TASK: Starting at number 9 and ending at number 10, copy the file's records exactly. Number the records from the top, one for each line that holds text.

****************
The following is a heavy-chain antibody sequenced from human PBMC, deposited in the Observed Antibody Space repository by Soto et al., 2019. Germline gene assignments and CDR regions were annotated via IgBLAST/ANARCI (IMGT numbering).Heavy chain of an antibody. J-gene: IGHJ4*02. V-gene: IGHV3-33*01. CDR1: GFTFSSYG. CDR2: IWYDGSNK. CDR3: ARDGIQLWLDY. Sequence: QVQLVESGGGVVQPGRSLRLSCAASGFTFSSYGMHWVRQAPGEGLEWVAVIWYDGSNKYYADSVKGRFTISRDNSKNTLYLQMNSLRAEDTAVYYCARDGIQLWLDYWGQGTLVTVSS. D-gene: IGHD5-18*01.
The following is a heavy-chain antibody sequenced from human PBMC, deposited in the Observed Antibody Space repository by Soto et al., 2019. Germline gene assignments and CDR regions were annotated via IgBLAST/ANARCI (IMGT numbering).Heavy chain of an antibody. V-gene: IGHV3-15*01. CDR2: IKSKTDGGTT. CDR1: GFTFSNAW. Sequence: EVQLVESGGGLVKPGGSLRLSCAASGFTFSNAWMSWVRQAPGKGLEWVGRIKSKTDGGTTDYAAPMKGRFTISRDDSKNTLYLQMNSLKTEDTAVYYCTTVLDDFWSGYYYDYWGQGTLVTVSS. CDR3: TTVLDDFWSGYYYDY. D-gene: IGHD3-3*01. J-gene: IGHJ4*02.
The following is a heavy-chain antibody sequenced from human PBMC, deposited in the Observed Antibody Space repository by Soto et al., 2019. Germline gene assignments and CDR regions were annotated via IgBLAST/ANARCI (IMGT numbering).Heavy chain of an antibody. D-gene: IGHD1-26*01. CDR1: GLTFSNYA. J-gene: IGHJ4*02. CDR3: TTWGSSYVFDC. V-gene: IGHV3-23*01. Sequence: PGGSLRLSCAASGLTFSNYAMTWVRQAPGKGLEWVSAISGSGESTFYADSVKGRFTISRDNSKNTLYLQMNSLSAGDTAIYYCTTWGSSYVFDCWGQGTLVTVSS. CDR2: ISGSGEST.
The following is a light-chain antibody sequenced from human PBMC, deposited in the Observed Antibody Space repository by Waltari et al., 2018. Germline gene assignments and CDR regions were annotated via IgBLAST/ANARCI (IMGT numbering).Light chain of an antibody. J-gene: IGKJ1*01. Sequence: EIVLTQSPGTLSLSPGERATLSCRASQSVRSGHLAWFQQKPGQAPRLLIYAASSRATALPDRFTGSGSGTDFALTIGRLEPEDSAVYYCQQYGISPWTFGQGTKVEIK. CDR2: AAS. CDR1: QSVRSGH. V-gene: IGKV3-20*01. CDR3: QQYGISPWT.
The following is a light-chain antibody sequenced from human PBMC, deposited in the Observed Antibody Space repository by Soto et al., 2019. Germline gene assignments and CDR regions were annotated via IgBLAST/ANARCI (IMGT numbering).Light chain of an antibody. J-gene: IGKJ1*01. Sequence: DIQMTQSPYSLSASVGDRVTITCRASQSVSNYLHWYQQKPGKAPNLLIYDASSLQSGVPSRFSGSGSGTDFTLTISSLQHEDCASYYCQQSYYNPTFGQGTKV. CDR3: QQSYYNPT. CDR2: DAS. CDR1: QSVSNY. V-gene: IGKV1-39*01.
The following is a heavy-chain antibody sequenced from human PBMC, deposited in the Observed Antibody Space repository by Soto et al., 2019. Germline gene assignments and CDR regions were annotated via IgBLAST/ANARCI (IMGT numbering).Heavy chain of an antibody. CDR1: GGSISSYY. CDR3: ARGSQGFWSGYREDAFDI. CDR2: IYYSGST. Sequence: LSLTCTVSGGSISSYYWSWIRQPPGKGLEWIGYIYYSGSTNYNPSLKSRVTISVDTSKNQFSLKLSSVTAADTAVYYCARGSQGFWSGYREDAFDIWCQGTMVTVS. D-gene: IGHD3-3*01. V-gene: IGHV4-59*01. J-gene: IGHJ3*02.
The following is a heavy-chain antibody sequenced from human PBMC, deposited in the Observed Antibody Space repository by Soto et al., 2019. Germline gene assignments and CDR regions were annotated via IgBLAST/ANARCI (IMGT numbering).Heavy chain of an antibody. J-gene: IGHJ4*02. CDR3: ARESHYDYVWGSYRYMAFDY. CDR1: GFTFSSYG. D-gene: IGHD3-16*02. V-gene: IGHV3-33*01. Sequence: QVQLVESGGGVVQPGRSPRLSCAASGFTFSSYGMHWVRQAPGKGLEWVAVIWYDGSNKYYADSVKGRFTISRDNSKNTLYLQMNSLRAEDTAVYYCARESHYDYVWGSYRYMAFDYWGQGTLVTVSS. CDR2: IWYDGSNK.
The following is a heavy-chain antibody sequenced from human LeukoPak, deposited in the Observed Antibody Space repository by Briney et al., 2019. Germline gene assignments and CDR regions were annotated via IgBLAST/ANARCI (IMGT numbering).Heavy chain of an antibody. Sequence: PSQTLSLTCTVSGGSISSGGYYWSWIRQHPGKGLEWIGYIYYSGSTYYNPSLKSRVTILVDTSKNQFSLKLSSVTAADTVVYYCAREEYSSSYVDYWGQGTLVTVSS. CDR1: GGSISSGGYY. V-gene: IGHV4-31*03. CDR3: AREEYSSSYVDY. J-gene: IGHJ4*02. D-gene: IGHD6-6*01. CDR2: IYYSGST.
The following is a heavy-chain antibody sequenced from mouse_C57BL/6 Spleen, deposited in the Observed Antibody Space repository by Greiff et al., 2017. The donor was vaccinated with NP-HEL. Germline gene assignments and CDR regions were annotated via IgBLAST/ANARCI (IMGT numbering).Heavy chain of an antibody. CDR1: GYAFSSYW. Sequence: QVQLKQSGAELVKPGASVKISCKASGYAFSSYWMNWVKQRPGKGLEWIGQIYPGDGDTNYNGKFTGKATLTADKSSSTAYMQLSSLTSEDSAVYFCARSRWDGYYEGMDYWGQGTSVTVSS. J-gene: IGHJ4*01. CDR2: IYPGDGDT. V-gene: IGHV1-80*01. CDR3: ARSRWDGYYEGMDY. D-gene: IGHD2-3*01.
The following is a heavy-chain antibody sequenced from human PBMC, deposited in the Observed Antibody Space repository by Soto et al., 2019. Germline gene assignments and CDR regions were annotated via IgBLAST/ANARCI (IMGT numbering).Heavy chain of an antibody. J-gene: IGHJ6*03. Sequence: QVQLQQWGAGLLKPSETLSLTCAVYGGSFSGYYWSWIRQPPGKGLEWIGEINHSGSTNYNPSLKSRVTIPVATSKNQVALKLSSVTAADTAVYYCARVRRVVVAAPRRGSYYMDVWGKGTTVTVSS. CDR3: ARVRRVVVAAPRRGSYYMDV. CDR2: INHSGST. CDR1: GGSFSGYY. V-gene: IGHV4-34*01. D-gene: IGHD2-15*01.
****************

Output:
The following is a heavy-chain antibody sequenced from mouse_C57BL/6 Spleen, deposited in the Observed Antibody Space repository by Greiff et al., 2017. The donor was vaccinated with NP-HEL. Germline gene assignments and CDR regions were annotated via IgBLAST/ANARCI (IMGT numbering).Heavy chain of an antibody. CDR1: GYAFSSYW. Sequence: QVQLKQSGAELVKPGASVKISCKASGYAFSSYWMNWVKQRPGKGLEWIGQIYPGDGDTNYNGKFTGKATLTADKSSSTAYMQLSSLTSEDSAVYFCARSRWDGYYEGMDYWGQGTSVTVSS. J-gene: IGHJ4*01. CDR2: IYPGDGDT. V-gene: IGHV1-80*01. CDR3: ARSRWDGYYEGMDY. D-gene: IGHD2-3*01.
The following is a heavy-chain antibody sequenced from human PBMC, deposited in the Observed Antibody Space repository by Soto et al., 2019. Germline gene assignments and CDR regions were annotated via IgBLAST/ANARCI (IMGT numbering).Heavy chain of an antibody. J-gene: IGHJ6*03. Sequence: QVQLQQWGAGLLKPSETLSLTCAVYGGSFSGYYWSWIRQPPGKGLEWIGEINHSGSTNYNPSLKSRVTIPVATSKNQVALKLSSVTAADTAVYYCARVRRVVVAAPRRGSYYMDVWGKGTTVTVSS. CDR3: ARVRRVVVAAPRRGSYYMDV. CDR2: INHSGST. CDR1: GGSFSGYY. V-gene: IGHV4-34*01. D-gene: IGHD2-15*01.